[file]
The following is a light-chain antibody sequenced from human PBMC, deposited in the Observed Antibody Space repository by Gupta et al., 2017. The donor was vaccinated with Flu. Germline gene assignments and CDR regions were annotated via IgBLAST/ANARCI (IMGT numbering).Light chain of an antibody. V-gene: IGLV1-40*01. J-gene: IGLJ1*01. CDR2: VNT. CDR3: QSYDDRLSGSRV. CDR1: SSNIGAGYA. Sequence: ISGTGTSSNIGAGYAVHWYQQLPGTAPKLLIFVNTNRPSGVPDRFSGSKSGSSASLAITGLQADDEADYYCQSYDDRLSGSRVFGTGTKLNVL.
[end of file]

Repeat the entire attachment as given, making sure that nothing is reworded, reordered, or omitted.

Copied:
The following is a light-chain antibody sequenced from human PBMC, deposited in the Observed Antibody Space repository by Gupta et al., 2017. The donor was vaccinated with Flu. Germline gene assignments and CDR regions were annotated via IgBLAST/ANARCI (IMGT numbering).Light chain of an antibody. V-gene: IGLV1-40*01. J-gene: IGLJ1*01. CDR2: VNT. CDR3: QSYDDRLSGSRV. CDR1: SSNIGAGYA. Sequence: ISGTGTSSNIGAGYAVHWYQQLPGTAPKLLIFVNTNRPSGVPDRFSGSKSGSSASLAITGLQADDEADYYCQSYDDRLSGSRVFGTGTKLNVL.